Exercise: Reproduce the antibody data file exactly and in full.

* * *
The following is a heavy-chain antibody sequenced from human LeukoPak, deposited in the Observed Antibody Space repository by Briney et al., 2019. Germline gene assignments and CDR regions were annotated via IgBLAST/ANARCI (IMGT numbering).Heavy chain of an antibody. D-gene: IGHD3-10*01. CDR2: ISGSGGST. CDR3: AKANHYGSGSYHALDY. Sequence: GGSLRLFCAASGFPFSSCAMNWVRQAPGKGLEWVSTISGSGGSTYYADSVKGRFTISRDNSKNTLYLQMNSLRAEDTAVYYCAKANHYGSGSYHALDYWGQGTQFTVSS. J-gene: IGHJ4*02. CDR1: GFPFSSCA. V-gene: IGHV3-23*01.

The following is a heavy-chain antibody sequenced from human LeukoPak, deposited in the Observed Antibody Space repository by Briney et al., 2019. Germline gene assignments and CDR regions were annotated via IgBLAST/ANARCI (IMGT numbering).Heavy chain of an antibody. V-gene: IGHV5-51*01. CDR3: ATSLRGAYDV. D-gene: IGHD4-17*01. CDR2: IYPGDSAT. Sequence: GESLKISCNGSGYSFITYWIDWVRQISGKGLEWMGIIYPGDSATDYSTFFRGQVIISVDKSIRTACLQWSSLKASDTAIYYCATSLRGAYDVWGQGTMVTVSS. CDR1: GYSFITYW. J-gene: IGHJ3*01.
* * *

The following is a heavy-chain antibody sequenced from human LeukoPak, deposited in the Observed Antibody Space repository by Briney et al., 2019. Germline gene assignments and CDR regions were annotated via IgBLAST/ANARCI (IMGT numbering).Heavy chain of an antibody. D-gene: IGHD3-10*01. CDR2: ISGSGGST. CDR3: AKANHYGSGSYHALDY. Sequence: GGSLRLFCAASGFPFSSCAMNWVRQAPGKGLEWVSTISGSGGSTYYADSVKGRFTISRDNSKNTLYLQMNSLRAEDTAVYYCAKANHYGSGSYHALDYWGQGTQFTVSS. J-gene: IGHJ4*02. CDR1: GFPFSSCA. V-gene: IGHV3-23*01.

The following is a heavy-chain antibody sequenced from human LeukoPak, deposited in the Observed Antibody Space repository by Briney et al., 2019. Germline gene assignments and CDR regions were annotated via IgBLAST/ANARCI (IMGT numbering).Heavy chain of an antibody. V-gene: IGHV5-51*01. CDR3: ATSLRGAYDV. D-gene: IGHD4-17*01. CDR2: IYPGDSAT. Sequence: GESLKISCNGSGYSFITYWIDWVRQISGKGLEWMGIIYPGDSATDYSTFFRGQVIISVDKSIRTACLQWSSLKASDTAIYYCATSLRGAYDVWGQGTMVTVSS. CDR1: GYSFITYW. J-gene: IGHJ3*01.